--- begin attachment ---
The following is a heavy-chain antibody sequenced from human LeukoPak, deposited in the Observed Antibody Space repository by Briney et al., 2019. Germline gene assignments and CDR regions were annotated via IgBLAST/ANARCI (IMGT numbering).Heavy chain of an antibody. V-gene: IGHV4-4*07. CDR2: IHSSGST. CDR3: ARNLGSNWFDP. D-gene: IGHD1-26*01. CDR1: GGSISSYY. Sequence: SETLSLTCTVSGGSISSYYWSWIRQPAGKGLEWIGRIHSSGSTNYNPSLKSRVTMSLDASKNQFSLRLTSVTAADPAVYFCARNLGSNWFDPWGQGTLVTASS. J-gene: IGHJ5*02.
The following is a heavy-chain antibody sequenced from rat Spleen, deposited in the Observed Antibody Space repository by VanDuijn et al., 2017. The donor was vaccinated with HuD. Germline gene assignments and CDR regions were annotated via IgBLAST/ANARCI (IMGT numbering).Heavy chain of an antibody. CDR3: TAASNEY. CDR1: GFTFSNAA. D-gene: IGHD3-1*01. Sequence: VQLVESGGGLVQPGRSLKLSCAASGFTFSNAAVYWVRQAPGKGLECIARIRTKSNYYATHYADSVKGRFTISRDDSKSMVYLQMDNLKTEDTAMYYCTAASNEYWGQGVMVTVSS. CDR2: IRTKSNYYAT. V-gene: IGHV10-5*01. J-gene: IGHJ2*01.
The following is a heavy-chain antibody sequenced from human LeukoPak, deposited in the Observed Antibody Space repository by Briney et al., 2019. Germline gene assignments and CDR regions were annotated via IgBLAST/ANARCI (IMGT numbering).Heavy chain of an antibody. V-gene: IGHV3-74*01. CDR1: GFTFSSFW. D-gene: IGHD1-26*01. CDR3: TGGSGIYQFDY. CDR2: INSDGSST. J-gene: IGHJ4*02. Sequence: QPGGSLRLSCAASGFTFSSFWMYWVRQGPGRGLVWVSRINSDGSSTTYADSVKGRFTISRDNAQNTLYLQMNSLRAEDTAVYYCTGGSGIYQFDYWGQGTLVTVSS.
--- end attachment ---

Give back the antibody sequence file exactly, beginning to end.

The following is a heavy-chain antibody sequenced from human LeukoPak, deposited in the Observed Antibody Space repository by Briney et al., 2019. Germline gene assignments and CDR regions were annotated via IgBLAST/ANARCI (IMGT numbering).Heavy chain of an antibody. V-gene: IGHV4-4*07. CDR2: IHSSGST. CDR3: ARNLGSNWFDP. D-gene: IGHD1-26*01. CDR1: GGSISSYY. Sequence: SETLSLTCTVSGGSISSYYWSWIRQPAGKGLEWIGRIHSSGSTNYNPSLKSRVTMSLDASKNQFSLRLTSVTAADPAVYFCARNLGSNWFDPWGQGTLVTASS. J-gene: IGHJ5*02.
The following is a heavy-chain antibody sequenced from rat Spleen, deposited in the Observed Antibody Space repository by VanDuijn et al., 2017. The donor was vaccinated with HuD. Germline gene assignments and CDR regions were annotated via IgBLAST/ANARCI (IMGT numbering).Heavy chain of an antibody. CDR3: TAASNEY. CDR1: GFTFSNAA. D-gene: IGHD3-1*01. Sequence: VQLVESGGGLVQPGRSLKLSCAASGFTFSNAAVYWVRQAPGKGLECIARIRTKSNYYATHYADSVKGRFTISRDDSKSMVYLQMDNLKTEDTAMYYCTAASNEYWGQGVMVTVSS. CDR2: IRTKSNYYAT. V-gene: IGHV10-5*01. J-gene: IGHJ2*01.
The following is a heavy-chain antibody sequenced from human LeukoPak, deposited in the Observed Antibody Space repository by Briney et al., 2019. Germline gene assignments and CDR regions were annotated via IgBLAST/ANARCI (IMGT numbering).Heavy chain of an antibody. V-gene: IGHV3-74*01. CDR1: GFTFSSFW. D-gene: IGHD1-26*01. CDR3: TGGSGIYQFDY. CDR2: INSDGSST. J-gene: IGHJ4*02. Sequence: QPGGSLRLSCAASGFTFSSFWMYWVRQGPGRGLVWVSRINSDGSSTTYADSVKGRFTISRDNAQNTLYLQMNSLRAEDTAVYYCTGGSGIYQFDYWGQGTLVTVSS.